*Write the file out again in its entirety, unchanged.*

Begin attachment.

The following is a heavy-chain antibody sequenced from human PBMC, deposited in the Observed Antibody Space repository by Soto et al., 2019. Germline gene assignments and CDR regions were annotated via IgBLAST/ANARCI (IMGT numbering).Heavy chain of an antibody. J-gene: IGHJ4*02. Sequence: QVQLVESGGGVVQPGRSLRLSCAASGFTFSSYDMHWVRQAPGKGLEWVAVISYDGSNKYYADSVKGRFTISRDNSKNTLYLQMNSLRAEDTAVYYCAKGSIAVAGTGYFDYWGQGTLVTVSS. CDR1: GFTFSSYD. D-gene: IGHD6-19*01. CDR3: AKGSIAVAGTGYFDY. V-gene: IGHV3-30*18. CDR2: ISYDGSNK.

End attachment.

The following is a heavy-chain antibody sequenced from human PBMC, deposited in the Observed Antibody Space repository by Soto et al., 2019. Germline gene assignments and CDR regions were annotated via IgBLAST/ANARCI (IMGT numbering).Heavy chain of an antibody. J-gene: IGHJ4*02. Sequence: QVQLVESGGGVVQPGRSLRLSCAASGFTFSSYDMHWVRQAPGKGLEWVAVISYDGSNKYYADSVKGRFTISRDNSKNTLYLQMNSLRAEDTAVYYCAKGSIAVAGTGYFDYWGQGTLVTVSS. CDR1: GFTFSSYD. D-gene: IGHD6-19*01. CDR3: AKGSIAVAGTGYFDY. V-gene: IGHV3-30*18. CDR2: ISYDGSNK.